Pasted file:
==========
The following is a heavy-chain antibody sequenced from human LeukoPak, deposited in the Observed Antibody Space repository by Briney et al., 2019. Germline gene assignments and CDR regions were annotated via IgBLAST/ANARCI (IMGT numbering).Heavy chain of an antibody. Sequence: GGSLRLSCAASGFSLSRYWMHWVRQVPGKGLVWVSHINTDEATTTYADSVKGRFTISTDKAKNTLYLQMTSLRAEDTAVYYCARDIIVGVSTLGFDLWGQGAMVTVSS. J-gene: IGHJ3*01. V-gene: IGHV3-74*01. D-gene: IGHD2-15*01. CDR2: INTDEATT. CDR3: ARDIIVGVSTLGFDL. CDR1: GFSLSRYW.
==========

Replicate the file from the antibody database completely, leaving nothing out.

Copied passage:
The following is a heavy-chain antibody sequenced from human LeukoPak, deposited in the Observed Antibody Space repository by Briney et al., 2019. Germline gene assignments and CDR regions were annotated via IgBLAST/ANARCI (IMGT numbering).Heavy chain of an antibody. Sequence: GGSLRLSCAASGFSLSRYWMHWVRQVPGKGLVWVSHINTDEATTTYADSVKGRFTISTDKAKNTLYLQMTSLRAEDTAVYYCARDIIVGVSTLGFDLWGQGAMVTVSS. J-gene: IGHJ3*01. V-gene: IGHV3-74*01. D-gene: IGHD2-15*01. CDR2: INTDEATT. CDR3: ARDIIVGVSTLGFDL. CDR1: GFSLSRYW.